...but the comedian did the bits so earnestly and without self-consciousness, we busboys, cooks, bartenders, and wait staff laughed. Maybe if you had to watch comedians do the same act for 5 or 6 nights a week, and then for months at a time, you'd laugh too.  Awful, sure, but still funny.  and I didn't even get to his long American Cowboy bit, that ends, with him crawling on his stomach across the stage with the mic, and he has a fake arrow through his head and he says, 'No, Zeke, don't go down there! It's not a bacon tree like I thought, it's a hambush!'  

Could it be we laughed because...how dare he make that joke?   yet he does.  again and again and again and again..

You know, CR gets 'Love You' SOOO well, I've always thought she (he) must be American and only pretending to be European.  Until right now, with that different wings of the same bird comment.  Unless...it's an obvious trick to throw me off track!   I am not fully sure about the Hatch Act applications now after the midterms but with 2020 candidates already announced, so I must still be careful while at work. 

So, CR, if you were on the level with that remark, the U.S. has this president right now...
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Cretanwelsh

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Reply with quote  #10 
Quote:
Originally Posted by John B
...but the comedian did the bits so earnestly and without self-consciousness, we busboys, cooks, bartenders, and wait staff laughed. Maybe if you had to watch comedians do the same act for 5 or 6 nights a week, and then for months at a time, you'd laugh too.  Awful, sure, but still funny.  and I didn't even get to his long American Cowboy bit, that ends, with him crawling on his stomach across the stage with the mic, and he has a fake arrow through his head and he says, 'No, Zeke, don't go down there! It's not a bacon tree like I thought, it's a hambush!'  

Could it be we laughed because...how dare he make that joke?   yet he does.  again and again and again and again..

You know CR, if you were on the level with that remark, the U.S. has this president right now...


Perhaps Trump is the Dave Swan of American politics?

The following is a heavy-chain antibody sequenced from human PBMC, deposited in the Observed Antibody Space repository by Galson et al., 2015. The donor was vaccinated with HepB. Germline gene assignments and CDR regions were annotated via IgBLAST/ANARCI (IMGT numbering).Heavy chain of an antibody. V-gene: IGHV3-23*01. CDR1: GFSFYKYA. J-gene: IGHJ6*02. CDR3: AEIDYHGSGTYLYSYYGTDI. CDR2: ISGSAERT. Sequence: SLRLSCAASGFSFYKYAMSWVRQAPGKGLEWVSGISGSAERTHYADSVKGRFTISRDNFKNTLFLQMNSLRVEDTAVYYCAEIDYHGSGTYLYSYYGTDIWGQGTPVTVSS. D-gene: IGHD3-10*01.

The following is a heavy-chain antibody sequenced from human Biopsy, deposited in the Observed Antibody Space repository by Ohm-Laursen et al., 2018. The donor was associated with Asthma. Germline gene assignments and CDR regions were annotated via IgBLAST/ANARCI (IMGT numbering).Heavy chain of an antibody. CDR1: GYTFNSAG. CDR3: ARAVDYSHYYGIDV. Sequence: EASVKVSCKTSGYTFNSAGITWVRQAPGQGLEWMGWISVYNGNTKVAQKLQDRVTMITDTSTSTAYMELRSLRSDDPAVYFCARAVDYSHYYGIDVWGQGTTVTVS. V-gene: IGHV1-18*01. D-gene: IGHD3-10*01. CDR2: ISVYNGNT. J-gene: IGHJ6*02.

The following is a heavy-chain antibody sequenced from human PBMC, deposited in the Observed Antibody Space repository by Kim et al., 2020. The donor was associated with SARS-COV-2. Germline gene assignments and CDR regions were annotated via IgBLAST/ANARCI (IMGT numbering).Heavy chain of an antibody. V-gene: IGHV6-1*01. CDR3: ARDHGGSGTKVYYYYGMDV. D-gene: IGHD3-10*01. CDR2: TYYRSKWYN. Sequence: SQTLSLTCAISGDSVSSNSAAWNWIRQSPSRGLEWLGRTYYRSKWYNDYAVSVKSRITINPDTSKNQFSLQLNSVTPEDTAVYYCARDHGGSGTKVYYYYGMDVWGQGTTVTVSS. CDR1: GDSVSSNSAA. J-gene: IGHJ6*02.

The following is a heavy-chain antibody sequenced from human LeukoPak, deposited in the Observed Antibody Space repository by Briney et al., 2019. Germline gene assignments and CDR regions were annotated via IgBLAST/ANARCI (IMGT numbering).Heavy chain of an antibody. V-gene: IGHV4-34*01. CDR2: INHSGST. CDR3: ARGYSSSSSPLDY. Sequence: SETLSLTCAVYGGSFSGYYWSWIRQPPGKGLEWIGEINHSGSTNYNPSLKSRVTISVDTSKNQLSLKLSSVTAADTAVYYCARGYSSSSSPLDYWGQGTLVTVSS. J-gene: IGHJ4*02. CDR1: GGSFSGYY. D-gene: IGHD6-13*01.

He is an incongruity in the party-political landscape after all. Let's hope he isn't the new norm!

My comment was a only lighthearted variation on the old thing about two stagecoaches going the same way throwing mud at one another. In European democracies we tend to see a wider range of ideology on the ballot papers -and in our governments- for good or not.

Even the UK, which is democratically backward, a bit like the US, has a major democratic socialist party. Socialist! There's another word that seems to mean something different that side of the Atlantic.
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John B

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Reply with quote  #11 
no, to the first sentence!  

When did the president tell jokes?  or allow people to laugh AT him?   Also, Dave was friendly to staff each day, which helped.  We wanted him to get laughs for his bad jokes, because he was a 'nice person' to us, and he did not have to be. 

I was afraid you were repeating the lazy false equivalency cliche' we hear from ...(selfish/almost entirely white, male, & slacking) proponents of Nader, Bernie, and Michael Moore at his Bill Clinton-hating worst).  They want mandatory allowed support animals on their flights, if they bite you, they'll sue YOU, and bans on tackle football, all non-PC humor on college campuses, and sodas or they'll take their ball and go home.